At the most, then, Taner Edis is left with (2) the claim that Grayling and I and our allies are standing in the way of the radical multicultural system that Taner himself sort of advocates. We may, therefore, be opposed to the system that (let us assume for the sake of argument) would be best in the long run for social peace. But even if all that is correct, which I certainly don't concede by any means, it's scarcely fair to say that Bouma is right to attack secularists as divisive. Bouma appears to have meant something quite strong, something about actually contributing to group antagonism in the community here and now. Grayling and I (and Richard Dawkins, and Ophelia Benson, and whoever) are simply not doing that.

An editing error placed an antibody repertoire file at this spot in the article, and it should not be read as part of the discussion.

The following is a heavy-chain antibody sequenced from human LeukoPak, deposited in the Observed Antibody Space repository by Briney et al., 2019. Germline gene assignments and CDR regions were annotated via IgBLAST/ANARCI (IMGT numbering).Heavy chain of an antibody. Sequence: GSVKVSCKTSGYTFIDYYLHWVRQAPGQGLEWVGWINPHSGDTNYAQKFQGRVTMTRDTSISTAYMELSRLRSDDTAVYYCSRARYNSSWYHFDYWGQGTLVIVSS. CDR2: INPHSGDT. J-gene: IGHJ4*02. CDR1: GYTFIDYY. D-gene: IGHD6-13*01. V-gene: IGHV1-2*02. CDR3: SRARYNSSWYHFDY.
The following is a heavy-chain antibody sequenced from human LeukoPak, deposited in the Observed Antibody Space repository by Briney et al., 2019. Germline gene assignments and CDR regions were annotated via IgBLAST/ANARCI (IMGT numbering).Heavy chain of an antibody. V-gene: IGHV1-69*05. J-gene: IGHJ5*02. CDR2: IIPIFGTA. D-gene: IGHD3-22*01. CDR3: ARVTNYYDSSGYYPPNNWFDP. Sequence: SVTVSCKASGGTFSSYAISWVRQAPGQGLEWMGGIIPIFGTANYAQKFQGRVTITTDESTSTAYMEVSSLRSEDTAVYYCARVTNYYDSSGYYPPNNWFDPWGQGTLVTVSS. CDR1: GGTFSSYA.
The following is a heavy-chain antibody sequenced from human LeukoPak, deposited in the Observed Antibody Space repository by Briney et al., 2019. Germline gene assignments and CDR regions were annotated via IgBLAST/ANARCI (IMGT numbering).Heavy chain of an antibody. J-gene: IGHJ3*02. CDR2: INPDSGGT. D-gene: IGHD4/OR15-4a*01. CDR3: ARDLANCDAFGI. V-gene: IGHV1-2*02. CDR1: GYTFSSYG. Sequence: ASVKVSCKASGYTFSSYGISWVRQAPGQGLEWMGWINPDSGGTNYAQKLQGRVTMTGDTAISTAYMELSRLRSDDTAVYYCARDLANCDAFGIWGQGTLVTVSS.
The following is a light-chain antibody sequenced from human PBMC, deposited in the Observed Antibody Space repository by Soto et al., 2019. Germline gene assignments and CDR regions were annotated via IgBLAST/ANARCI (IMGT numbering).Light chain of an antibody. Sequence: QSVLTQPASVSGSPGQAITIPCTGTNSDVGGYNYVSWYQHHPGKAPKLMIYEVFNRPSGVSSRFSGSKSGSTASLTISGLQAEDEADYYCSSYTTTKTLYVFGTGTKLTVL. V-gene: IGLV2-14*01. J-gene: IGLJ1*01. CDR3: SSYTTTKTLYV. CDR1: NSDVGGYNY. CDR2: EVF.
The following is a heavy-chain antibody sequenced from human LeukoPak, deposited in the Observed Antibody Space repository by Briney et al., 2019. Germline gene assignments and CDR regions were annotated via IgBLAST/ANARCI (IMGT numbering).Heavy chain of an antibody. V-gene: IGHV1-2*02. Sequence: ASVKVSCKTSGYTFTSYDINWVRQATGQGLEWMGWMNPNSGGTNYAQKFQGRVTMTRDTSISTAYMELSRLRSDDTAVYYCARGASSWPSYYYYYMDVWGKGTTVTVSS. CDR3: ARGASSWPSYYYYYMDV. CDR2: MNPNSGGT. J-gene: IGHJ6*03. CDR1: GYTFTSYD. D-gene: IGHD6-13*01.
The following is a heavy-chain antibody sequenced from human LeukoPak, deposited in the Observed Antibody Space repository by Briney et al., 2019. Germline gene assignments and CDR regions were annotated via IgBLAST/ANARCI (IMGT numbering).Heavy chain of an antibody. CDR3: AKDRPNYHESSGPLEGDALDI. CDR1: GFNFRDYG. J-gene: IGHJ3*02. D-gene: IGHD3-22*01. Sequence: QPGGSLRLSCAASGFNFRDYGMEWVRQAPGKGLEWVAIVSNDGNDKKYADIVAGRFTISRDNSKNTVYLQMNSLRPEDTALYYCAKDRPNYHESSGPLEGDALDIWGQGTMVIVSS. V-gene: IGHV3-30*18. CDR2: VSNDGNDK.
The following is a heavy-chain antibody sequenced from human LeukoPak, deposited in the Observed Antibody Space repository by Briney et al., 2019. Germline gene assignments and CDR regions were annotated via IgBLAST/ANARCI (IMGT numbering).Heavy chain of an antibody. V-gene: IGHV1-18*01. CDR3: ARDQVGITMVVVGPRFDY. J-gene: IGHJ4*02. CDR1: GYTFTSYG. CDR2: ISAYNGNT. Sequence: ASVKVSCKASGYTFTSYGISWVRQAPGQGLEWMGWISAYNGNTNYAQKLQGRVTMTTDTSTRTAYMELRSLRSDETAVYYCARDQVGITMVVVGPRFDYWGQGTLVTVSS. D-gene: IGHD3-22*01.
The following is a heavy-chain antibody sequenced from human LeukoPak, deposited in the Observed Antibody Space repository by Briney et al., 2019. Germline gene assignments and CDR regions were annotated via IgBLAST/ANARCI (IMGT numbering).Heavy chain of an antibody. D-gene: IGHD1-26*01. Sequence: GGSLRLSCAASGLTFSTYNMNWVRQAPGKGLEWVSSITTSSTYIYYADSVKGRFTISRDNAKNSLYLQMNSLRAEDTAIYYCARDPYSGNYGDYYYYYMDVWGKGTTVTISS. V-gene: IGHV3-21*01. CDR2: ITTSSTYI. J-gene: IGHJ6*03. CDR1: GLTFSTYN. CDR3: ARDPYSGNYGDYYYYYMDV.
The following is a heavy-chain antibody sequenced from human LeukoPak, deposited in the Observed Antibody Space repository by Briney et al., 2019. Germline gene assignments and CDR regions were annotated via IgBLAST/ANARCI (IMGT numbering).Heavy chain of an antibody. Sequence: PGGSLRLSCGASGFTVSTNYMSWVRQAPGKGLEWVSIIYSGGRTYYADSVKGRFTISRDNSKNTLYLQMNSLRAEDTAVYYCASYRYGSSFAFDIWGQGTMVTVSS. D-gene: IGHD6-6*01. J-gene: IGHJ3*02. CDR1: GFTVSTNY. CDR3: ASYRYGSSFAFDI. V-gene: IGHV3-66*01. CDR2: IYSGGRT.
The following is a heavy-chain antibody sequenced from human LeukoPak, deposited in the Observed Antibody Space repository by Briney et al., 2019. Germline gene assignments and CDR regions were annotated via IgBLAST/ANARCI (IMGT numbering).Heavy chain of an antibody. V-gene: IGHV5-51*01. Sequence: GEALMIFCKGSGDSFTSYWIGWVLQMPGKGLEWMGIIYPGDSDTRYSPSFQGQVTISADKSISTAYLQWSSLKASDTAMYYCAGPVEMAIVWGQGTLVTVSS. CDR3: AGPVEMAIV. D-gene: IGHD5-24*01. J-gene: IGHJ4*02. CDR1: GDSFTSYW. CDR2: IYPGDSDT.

And it is not useful language to accuse anyone who peacefully disagrees with you about what social system will promote social peace in the long run as being "divisive". That is a highly provocative and prejudicial slur which merits a sharp response.
Once again, it would be helpful if Taner withdrew his support for Bouma on this. Bouma is not correct and is not being fair. Bouma may (we don't know) support the kind of radical multicultural system that Taner is sort of defending and which he argues may have advantages in the long run. Well, so what? If Taner backed away from this point, he would then be free of having to defend Bouma's indefensible remarks and could concentrate on the substantive merits or otherwise of the radical multicultural system. As I said, he should write a book on this, since he has so much to say about it. Of course, that doesn't stop him continuing to write long blog posts about it, and nor does it stop us discussing the merits of the proposal.